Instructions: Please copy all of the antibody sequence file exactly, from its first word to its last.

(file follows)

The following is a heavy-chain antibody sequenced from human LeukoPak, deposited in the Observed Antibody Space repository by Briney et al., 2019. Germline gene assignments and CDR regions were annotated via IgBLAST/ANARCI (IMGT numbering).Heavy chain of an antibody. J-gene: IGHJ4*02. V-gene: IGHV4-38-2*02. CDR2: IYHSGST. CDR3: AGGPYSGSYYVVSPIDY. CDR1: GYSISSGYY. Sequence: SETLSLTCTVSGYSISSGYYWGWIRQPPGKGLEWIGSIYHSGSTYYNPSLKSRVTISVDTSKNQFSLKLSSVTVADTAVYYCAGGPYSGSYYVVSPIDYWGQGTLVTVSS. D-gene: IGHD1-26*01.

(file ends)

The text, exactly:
The following is a heavy-chain antibody sequenced from human LeukoPak, deposited in the Observed Antibody Space repository by Briney et al., 2019. Germline gene assignments and CDR regions were annotated via IgBLAST/ANARCI (IMGT numbering).Heavy chain of an antibody. J-gene: IGHJ4*02. V-gene: IGHV4-38-2*02. CDR2: IYHSGST. CDR3: AGGPYSGSYYVVSPIDY. CDR1: GYSISSGYY. Sequence: SETLSLTCTVSGYSISSGYYWGWIRQPPGKGLEWIGSIYHSGSTYYNPSLKSRVTISVDTSKNQFSLKLSSVTVADTAVYYCAGGPYSGSYYVVSPIDYWGQGTLVTVSS. D-gene: IGHD1-26*01.